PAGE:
InsurTech funding volume climbs to $985 million in Q2 2017 with claims management at the forefront of new technology


A 248% increase in InsurTech funding during the second quarter of the year has been driven by new entrants who are focused on streamlining the insurance claims management process.

The rise in funding, driven by a record number of transactions, has been reported by Willis Towers Watson in its Quarterly InsurTech Briefing. The consultancy has said that the volume of investment into InsurTech rose to $985 million thanks to a record high of 64 transactions, nearly double the 38 transactions completed in the first quarter of this year.

The research, produced by Willis Towers Watson Securities and Willis Re in collaboration with CB Insights, outlines how the use of technology, developed by insurers and InsurTech start-ups, can revolutionize claims management by helping insurers transition from a model focused on payments and cost control to one of claims mitigation and risk management. The report predicts this will lead to higher client satisfaction and retention.

Rafal Walkiewicz, CEO of Willis Towers Watson Securities, said: “The claims management conversation with a client provides the greatest insight and opportunity to improve risk mitigation, making it increasingly core to the evolving, consumer focused, insurance value chain.

“We believe claims management could assume additional prominence at the expense of other functions including distribution, underwriting and capital management. Effectively harnessing this conversation through technology, whether developed internally or through partnerships or acquisition, will be a key source of differentiation for incumbents going forward.”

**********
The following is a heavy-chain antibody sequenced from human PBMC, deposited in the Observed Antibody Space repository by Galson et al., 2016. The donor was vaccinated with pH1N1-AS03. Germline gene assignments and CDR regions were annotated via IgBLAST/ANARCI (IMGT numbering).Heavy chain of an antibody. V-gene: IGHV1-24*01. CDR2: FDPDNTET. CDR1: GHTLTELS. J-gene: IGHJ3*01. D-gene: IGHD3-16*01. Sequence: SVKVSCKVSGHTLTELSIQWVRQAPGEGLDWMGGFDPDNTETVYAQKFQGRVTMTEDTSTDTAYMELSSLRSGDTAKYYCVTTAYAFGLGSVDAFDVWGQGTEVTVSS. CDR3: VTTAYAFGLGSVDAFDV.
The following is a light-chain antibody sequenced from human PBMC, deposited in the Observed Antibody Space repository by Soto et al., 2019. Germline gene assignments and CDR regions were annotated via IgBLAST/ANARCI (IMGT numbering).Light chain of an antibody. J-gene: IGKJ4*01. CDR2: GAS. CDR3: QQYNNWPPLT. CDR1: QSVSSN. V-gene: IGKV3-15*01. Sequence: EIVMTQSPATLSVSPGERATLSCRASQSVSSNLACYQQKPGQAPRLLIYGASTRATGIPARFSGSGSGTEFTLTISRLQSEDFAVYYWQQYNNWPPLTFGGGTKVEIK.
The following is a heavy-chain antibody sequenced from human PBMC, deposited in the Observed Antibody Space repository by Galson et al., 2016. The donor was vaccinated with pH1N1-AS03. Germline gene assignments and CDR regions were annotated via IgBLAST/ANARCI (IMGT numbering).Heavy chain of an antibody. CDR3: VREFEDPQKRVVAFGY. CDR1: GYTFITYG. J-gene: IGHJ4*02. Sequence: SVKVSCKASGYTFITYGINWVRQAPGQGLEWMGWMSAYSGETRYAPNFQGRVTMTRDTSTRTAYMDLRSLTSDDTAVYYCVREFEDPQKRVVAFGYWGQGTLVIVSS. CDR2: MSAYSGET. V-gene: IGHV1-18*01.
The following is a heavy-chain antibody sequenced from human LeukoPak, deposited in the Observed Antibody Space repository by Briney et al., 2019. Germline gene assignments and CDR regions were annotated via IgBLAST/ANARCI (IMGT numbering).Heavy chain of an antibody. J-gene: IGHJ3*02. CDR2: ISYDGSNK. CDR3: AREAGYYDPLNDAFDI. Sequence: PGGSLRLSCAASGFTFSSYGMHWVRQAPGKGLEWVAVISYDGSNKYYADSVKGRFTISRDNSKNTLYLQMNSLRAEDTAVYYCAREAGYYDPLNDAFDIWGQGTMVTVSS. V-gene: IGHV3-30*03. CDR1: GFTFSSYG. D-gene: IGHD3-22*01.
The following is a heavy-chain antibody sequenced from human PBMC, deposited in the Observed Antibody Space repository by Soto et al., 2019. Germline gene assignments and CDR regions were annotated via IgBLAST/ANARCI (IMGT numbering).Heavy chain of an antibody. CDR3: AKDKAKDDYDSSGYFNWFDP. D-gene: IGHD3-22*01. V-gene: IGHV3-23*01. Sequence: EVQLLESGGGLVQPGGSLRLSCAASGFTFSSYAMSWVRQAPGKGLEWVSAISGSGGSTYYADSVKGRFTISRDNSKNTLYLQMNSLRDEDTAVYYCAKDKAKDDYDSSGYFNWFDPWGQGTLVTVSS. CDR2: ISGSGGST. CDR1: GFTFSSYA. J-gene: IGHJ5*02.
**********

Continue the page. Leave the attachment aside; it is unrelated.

Andrew Newman, president and global head of casualty at Willis Re, said: “The $985 million that was invested in InsurTech in the second quarter of 2017 serves as another indication that change is coming to the industry. Whether disruption beckons or opportunity unfolds is primarily a matter of perception relative to each company’s position in the insurance value chain. It is not the technology that is disruptive, but the degree to which a competitor can successfully wield that technology compared to another.”


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Mark Dugdale is the editor of Claims Media. Mark welcomes articles, letters or feedback from readers and can be reached via